We also put on a lot of events to raise money for our philanthropy; last semester we had a philo event, where we sold pancakes in our house.We also did cookie deliveries to anyone in Berkeley (in) February.

Also right now we are in the midst of doing Spring Recruitment, which I’m involved in.

Q: What charity does your sorority support?

A: Tri Delta supports St. Jude Children’s Hospital.

Q: Do you leave campus often?

A: I don’t leave campus regularly, but sometimes I take the bus to Trader Joe’s with floormates or walk to a restaurant in downtown Berkeley. I went to San Francisco twice in the first semester, once to go ice skating at Union Square (they were sold out, so that didn’t go as planned) and once with a friend on the day before winter break.

(Photo used by permission of Brown)
Emma Brown, ’16, (second from the right) with her friends at a Cal football game.

Q: Is college what you expected?

A: I had no idea what to expect when coming to college, but I really like it. I love being at Cal, and even though some people may think the size is a big drawback, that’s one of my favorite things about it. I think it’s really cool to think about the fact that tens of thousands of people are walking on the same campus as me every day but are having vastly different experiences.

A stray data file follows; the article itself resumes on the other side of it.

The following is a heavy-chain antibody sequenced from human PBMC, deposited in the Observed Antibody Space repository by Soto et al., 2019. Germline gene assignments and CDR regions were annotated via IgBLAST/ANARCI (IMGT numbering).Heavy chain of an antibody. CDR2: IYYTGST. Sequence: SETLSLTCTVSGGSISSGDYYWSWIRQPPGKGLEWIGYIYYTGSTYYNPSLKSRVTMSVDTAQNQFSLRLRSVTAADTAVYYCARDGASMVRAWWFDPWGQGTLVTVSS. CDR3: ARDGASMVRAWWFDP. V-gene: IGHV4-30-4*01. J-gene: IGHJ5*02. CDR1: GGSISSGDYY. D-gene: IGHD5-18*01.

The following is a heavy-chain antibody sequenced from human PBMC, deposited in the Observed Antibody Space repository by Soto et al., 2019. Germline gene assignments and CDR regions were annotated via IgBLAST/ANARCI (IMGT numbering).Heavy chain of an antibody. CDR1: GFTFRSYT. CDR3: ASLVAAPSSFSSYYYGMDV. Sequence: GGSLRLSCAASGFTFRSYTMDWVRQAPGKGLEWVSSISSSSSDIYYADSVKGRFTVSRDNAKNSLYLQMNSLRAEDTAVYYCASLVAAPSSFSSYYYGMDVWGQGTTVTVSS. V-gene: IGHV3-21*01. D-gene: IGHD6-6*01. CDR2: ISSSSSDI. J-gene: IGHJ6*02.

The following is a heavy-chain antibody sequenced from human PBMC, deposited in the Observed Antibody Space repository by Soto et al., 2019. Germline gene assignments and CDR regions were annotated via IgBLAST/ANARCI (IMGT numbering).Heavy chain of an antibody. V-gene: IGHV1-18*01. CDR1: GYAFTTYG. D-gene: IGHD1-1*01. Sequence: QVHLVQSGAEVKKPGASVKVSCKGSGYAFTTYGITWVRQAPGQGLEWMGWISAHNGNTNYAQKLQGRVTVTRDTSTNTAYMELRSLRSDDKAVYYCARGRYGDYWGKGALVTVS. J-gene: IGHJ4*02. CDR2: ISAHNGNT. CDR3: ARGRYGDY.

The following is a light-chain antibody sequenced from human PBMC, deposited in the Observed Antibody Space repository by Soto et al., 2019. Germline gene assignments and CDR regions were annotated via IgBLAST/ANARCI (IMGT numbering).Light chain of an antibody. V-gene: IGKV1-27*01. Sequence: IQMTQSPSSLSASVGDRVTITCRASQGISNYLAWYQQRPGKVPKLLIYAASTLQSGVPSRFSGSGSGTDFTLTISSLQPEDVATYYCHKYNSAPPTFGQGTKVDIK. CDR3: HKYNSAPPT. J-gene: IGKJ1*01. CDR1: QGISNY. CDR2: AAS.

Q: Do you miss anything from home?

A: I miss my pantry and being in East Sac.

Q: Do you not like Cal’s food?

A: I just miss having easy access to a lot of different types of food.

Q: Do you have any advice for the class of 2017?

A: If you are feeling intimidated by large schools, don’t be! I was nervous about going to such a large school coming from Country Day, but now I can’t imagine myself at a small one. Also, I was told that you don’t make friends in your classes, but I made some of my best friends in my classes, so don’t believe everything you hear about college!

Also, don’t feel pressure to have the same experience (that) your friends may be having – make it your own.

Q: Why can’t you imagine yourself at a small school?

A: I just love being in big cities and largely populated areas (like Cal) so much, and a small school couldn’t provide that for me.

By Anna Frankel